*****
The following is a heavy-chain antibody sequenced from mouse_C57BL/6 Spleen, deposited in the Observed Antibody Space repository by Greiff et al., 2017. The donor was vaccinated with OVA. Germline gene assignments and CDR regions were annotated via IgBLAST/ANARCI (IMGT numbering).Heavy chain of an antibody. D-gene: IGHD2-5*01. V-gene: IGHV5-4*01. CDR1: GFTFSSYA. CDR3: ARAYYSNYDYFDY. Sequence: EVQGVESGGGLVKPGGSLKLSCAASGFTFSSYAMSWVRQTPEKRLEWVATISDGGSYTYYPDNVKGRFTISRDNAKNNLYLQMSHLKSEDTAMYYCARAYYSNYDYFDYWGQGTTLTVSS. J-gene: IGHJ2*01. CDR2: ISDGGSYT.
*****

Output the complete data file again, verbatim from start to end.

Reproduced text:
The following is a heavy-chain antibody sequenced from mouse_C57BL/6 Spleen, deposited in the Observed Antibody Space repository by Greiff et al., 2017. The donor was vaccinated with OVA. Germline gene assignments and CDR regions were annotated via IgBLAST/ANARCI (IMGT numbering).Heavy chain of an antibody. D-gene: IGHD2-5*01. V-gene: IGHV5-4*01. CDR1: GFTFSSYA. CDR3: ARAYYSNYDYFDY. Sequence: EVQGVESGGGLVKPGGSLKLSCAASGFTFSSYAMSWVRQTPEKRLEWVATISDGGSYTYYPDNVKGRFTISRDNAKNNLYLQMSHLKSEDTAMYYCARAYYSNYDYFDYWGQGTTLTVSS. J-gene: IGHJ2*01. CDR2: ISDGGSYT.